Lunch time is a Big Deal.
Where you go, who you eat with - when I was in high school, people got nervous if it got to be fourth period and they hadn't nailed down their lunch plans yet. It said a lot about your social standing: Did you know an upperclassman with a car who could drive you to the pizza place near the university? Did you have a regular group of friends who always went to the same restaurant? Or were you stuck in the cafeteria with the weird people and the freshman who didn't know people with cars?
Serious stress, folks. I'm getting heartburn just thinking about it.
That’s why my favorite way to spend lunch was often in the choir room or in my English teacher mom’s classroom with a good book. I would drive out to McDonald’s or Subway and then bring my lunch back to enjoy it by myself.
I know it might sound kind of sad, but it really wasn’t, because I rarely had to deal with lunch stress! See, more often than not, I had a lunch period that was different from my friends’. So rather than let lunchtime cause me angst, I used it as a time to get a much-needed break. There were times, when I was in the school musical or our show choir had a lot of performances, where I spent most of my waking hours with other people, so that half-hour by myself was precious. Plus, while everybody else was scrambling to decide where to go and with whom, I always knew my little chair in the choir room was waiting just for me.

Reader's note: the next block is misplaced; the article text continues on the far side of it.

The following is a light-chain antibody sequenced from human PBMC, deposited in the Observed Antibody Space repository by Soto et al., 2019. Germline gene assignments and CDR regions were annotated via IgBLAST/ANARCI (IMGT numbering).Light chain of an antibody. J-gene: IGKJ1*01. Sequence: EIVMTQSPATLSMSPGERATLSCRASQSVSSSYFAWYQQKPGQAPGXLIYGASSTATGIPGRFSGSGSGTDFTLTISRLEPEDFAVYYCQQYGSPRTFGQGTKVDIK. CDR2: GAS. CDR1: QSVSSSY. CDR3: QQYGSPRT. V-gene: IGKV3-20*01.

You’ll notice I opened this post by saying lunchtime is a big deal. Because I’m not talking purely past tense here. Lunchtime still is a big deal for teens, as illustrated in the book I’m currently reading, WILL GRAYSON, WILL GRAYSON by John Green and David Levithan, which contains a few good lunchroom scenes. And to be honest, lunch remains a big deal when you trade school for a job in an office. It sucks to see the cubicle clique walk past your desk on their way out for sandwiches, knowing they didn’t invite you. And nobody wants to be that sad person who sits in the break room, staring at a plate of Lean Cuisine.
Having lunch plans, whether it’s a regular group of friends to sit with or just knowing you’ve got a quiet, relaxing spot to escape to, gives us a sense of security.
What about you? If you’re a teen, what’s your most enjoyable way to spend lunch? If you’re older, what do you remember about lunchtime from your high school years?